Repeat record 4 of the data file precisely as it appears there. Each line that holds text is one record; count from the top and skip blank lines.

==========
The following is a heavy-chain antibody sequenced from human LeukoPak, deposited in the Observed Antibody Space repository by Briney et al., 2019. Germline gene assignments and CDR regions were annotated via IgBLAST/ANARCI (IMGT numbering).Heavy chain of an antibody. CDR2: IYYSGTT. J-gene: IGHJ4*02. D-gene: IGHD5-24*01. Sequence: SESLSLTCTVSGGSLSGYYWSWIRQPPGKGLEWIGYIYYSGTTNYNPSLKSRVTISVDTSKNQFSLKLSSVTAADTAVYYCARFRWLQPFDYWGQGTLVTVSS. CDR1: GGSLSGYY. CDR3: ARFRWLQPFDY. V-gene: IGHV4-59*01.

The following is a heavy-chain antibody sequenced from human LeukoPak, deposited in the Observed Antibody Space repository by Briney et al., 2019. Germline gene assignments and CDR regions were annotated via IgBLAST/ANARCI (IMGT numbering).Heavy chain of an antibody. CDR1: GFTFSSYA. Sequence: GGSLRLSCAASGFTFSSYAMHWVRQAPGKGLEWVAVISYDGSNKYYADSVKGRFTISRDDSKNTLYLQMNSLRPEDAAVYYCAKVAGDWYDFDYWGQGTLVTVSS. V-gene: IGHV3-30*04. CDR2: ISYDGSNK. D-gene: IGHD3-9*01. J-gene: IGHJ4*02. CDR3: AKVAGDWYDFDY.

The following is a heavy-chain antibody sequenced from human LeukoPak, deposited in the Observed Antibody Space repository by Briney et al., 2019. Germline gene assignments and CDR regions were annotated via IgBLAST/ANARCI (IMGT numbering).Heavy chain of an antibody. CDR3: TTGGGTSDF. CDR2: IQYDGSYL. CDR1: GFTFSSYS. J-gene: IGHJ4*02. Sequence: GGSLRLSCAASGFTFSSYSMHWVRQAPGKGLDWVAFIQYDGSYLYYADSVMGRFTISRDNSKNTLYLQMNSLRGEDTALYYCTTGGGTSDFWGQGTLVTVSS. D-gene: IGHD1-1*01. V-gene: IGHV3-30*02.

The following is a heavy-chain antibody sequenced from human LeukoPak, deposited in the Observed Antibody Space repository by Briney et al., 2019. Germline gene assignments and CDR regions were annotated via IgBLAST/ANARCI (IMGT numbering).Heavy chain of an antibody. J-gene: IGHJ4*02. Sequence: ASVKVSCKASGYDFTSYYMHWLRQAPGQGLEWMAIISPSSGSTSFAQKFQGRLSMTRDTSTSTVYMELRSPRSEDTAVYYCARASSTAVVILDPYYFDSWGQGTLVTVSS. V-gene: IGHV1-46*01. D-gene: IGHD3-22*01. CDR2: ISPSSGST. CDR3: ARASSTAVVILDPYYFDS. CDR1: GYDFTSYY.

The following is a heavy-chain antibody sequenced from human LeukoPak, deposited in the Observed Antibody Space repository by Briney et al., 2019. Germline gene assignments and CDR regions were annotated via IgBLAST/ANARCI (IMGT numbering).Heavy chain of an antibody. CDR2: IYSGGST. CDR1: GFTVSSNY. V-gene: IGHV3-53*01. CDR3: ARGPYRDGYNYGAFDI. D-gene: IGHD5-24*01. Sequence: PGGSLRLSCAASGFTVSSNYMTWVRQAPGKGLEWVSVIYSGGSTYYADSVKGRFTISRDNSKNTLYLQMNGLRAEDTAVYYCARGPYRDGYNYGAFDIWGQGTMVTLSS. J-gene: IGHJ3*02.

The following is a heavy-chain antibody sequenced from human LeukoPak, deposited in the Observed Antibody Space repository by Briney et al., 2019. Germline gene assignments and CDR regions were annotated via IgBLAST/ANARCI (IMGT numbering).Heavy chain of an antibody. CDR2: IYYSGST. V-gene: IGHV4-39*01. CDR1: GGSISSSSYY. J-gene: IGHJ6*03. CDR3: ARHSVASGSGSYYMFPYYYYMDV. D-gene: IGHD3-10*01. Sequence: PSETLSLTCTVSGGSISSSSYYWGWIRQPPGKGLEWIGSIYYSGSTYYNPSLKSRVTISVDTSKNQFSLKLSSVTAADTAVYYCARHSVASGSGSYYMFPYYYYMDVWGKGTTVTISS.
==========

The following is a heavy-chain antibody sequenced from human LeukoPak, deposited in the Observed Antibody Space repository by Briney et al., 2019. Germline gene assignments and CDR regions were annotated via IgBLAST/ANARCI (IMGT numbering).Heavy chain of an antibody. J-gene: IGHJ4*02. Sequence: ASVKVSCKASGYDFTSYYMHWLRQAPGQGLEWMAIISPSSGSTSFAQKFQGRLSMTRDTSTSTVYMELRSPRSEDTAVYYCARASSTAVVILDPYYFDSWGQGTLVTVSS. V-gene: IGHV1-46*01. D-gene: IGHD3-22*01. CDR2: ISPSSGST. CDR3: ARASSTAVVILDPYYFDS. CDR1: GYDFTSYY.